Gaylor Swift: A queer reading of Taylor Swift’s 1989

By Matilda Douglas-Henry

Being a lesbian and pop culture fanatic can often feel counterintuitive. Every celebrity who I find outrageously attractive is typically straight. With every gay character in film or television comes another crushing realisation that the actresses who play them have a Hollywood bro boyfriend.

It’s made all the more problematic because I am hopelessly in love with the straightest celeb of all: Taylor Swift. Her undeniable heteronormative standards – made painfully evident by the very gross social media palaver she puts on to honour her bulky life partner Calvin Harris – is a bitter pill for me to swallow.

I much preferred her in 2014. It was a simpler time. She was proud of the fact that she was single. She problematically brought the term ‘squad’ into our daily lexicon because she travelled exclusively with a troupe of very rich and attractive women. Much to my delight, she publicly slandered the need to have a boyfriend. I suppose I was thrilled by this in large part because Taylor’s message underpinned my extensively-researched theory: that she is a lesbian.

We’ll start piecing together the evidence with a 2014 performance at the iHeartRadio Music Awards. Taylor sang one of her most beloved songs that propelled her into the pop spotlight – the rapturous yet angsty “I Knew You Were Trouble”. Allegedly about her relationship with tween Harry Styles, Taylor chose to make a point of changing the pronoun in the lyrics. Thus, the song became a bit more interesting as Taylor pined for a lost love – “She never loved me/or her/or anyone/or anything”. Granted, the audio of this recording is pretty grainy, but I interpreted it as I saw fit.

A natural conclusion followed a few months later. Taylor was spotted at a gig with her model best friend Karlie Kloss, kissing, in true romantic fashion, on a balcony. The photo was taken from very far away. Grainy, again, is how I would describe the quality of the source. Taylor took to Twitter to address the situation – saying something to the effect of “can the media please stop telling the world that I’m dating my best friends” – yet never outright denied the smooch.

It provoked me to take a much more realistic approach to Taylor’s sexuality. Perhaps she’s not a lesbian, but a cool queer babe who doesn’t believe in ‘boundaries’ and likes to kiss her best friend because she can (and because her best friend is Karlie Kloss).

The “grainy” image in question.

Thus my obsession grew. My brain could no longer comprehend a world in which Taylor was straight. And this was only exaggerated when I found my queer clincher: her magnum opus (and the best pop album of all time), 1989. To me, every song sounds like a coming out anthem, and here I’ll reflect on just a few (because if I really went for it I would never stop).


‘Welcome to New York’ is a telling start. She’s in a new city. It’s exciting. It’s different. Taylor begins her queer journey in the way we all do: seeking solace in the bright lights of something new; lights that “never blind” her, where she sees “boys and boys and girls and girls”.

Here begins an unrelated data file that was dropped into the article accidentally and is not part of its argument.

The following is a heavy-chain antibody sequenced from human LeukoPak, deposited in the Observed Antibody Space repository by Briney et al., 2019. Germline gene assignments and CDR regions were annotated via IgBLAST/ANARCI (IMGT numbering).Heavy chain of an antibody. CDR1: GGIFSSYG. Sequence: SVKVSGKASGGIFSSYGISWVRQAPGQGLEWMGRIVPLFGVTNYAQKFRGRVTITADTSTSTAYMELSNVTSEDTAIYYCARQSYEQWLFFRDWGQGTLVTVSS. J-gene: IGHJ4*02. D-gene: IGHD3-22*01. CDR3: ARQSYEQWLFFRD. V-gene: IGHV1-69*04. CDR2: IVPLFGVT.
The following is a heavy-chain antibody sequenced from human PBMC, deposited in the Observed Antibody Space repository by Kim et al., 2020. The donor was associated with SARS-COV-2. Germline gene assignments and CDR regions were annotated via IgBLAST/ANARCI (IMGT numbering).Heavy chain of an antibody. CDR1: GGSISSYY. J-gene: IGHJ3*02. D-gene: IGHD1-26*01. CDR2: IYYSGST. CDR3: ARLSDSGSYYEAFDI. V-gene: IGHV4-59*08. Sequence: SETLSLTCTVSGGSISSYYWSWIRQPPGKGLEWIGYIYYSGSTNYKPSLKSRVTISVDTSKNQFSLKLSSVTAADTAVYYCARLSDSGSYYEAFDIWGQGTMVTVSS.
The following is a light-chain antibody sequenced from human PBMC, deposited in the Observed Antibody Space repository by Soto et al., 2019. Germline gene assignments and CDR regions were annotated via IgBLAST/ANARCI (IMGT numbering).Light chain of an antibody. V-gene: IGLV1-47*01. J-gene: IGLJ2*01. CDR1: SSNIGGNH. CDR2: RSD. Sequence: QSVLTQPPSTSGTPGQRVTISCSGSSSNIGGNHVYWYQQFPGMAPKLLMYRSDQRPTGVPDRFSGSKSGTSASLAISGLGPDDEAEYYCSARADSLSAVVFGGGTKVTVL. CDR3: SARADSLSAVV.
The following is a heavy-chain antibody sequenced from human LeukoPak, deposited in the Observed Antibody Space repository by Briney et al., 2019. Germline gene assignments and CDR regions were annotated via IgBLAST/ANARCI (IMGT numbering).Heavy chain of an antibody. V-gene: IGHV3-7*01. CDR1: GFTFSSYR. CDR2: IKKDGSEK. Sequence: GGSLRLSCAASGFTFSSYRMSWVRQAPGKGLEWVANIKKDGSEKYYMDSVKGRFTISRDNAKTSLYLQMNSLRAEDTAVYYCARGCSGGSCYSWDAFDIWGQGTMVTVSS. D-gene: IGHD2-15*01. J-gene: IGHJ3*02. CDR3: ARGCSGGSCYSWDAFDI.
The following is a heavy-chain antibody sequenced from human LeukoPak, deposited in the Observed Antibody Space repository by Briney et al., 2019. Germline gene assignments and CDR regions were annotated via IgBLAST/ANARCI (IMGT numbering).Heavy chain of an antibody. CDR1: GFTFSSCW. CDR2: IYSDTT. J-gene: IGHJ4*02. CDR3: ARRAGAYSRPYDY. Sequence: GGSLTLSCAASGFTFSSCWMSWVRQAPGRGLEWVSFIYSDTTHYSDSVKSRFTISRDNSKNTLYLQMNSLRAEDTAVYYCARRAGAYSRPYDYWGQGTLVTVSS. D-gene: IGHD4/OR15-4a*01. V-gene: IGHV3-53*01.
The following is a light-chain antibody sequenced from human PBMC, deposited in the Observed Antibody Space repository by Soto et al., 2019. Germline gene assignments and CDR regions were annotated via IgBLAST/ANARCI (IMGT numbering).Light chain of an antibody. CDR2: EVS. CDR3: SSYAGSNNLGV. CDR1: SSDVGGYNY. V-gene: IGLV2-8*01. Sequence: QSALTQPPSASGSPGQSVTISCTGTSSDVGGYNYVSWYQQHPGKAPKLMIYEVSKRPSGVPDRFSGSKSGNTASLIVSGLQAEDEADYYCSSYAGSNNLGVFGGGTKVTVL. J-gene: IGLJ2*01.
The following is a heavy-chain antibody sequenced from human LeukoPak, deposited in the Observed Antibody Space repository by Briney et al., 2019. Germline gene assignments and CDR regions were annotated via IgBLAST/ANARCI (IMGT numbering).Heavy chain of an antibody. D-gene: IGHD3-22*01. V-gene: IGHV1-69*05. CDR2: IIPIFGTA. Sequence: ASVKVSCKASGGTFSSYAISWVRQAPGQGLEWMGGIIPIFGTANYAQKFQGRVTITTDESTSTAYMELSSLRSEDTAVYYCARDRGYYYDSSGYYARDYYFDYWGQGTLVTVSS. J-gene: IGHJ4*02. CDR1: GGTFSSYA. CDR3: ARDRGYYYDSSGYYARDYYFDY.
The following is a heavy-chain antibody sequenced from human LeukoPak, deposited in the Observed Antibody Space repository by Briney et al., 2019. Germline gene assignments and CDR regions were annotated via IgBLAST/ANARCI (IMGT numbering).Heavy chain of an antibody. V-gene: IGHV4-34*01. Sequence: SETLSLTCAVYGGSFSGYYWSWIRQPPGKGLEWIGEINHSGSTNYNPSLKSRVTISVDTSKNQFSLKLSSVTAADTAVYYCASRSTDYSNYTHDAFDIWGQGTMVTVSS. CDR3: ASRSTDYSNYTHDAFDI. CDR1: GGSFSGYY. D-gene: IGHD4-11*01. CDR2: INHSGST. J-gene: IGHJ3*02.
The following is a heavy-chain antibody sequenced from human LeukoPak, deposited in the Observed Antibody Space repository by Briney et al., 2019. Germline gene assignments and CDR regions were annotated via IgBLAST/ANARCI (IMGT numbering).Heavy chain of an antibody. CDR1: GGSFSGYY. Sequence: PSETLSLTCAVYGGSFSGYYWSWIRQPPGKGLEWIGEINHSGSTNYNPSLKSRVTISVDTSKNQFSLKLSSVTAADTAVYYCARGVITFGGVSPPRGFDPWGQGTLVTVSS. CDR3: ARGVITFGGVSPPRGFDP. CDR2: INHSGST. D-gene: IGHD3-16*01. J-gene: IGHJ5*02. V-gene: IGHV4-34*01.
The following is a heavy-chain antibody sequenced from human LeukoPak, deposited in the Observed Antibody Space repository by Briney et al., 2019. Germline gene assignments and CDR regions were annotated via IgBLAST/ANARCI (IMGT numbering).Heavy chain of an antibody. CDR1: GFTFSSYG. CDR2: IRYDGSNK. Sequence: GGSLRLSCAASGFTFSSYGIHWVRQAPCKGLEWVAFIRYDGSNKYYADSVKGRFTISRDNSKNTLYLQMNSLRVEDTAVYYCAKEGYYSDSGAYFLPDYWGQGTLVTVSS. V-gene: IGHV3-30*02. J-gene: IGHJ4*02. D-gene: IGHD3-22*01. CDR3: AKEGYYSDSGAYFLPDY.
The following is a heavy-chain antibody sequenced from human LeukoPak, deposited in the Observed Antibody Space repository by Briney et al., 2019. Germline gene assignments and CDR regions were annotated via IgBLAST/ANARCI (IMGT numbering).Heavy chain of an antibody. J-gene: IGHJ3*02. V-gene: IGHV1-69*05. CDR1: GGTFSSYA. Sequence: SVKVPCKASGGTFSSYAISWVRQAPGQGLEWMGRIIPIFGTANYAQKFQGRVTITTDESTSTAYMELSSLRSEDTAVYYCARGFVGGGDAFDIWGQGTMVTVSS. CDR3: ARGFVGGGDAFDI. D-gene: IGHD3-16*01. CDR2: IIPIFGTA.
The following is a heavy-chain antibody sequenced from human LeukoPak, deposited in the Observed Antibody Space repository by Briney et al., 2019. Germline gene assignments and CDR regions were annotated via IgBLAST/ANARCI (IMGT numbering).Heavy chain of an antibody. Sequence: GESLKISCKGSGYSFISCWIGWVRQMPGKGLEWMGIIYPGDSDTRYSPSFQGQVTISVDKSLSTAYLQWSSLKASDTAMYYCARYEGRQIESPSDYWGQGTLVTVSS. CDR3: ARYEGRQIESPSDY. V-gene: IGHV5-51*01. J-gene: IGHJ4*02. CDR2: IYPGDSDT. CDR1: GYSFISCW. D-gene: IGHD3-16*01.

Just try dim my light in these shades.

‘Blank Space’ is about the presumptuous nature of the media. They portray Taylor as something she’s not, and she’s not cut up about it anymore. Instead, she’s written a satire about the straight standards imposed upon her by commercial media. “Boys only want love if it’s torture/don’t say I didn’t warn you” is her way of saying a big fuck you to heteronormativity.

‘Style’ is not about Harry Styles. “Long hair/slicked back/white t-shirt” is obviously describing Shane McCutcheon from the L Word.


Taylor loves her wild metaphors. Both ‘Out of the Woods’ and ‘I Know Places’ tap into that dark, confusing place when you love someone who is ashamed of their sexuality. As she belts “are we out of the woods yet?” over and over, I’m reminded of those girls I would drunkenly kiss at a party and naturally ended up loving them but they wouldn’t have a bar of me in the light of day.


‘How You Get the Girl’ is the most self-explanatory lesbian anthem ever. And perhaps most interestingly, on the deluxe version of 1989, Taylor ends with her killer banger ‘New Romantics’. Here, she celebrates the eponymous late 70’s pop culture movement in the UK. This was a world where everyone was synth-heavy and sexually fluid; where gender binaries were bullshit, and androgyny was adored.

LOL at gender binaries.

Taylor Swift is the most commercially successful pop star in the world. Her stadiums are packed with pre-pubescent bodies who know all the words to every track. But as a lesbian (who is not middle-aged but certainly feels that way) who oft-vomits at the sight of straight white people existing, I can assure a more cynical listener that there is a lot more to 1989 than you might think.

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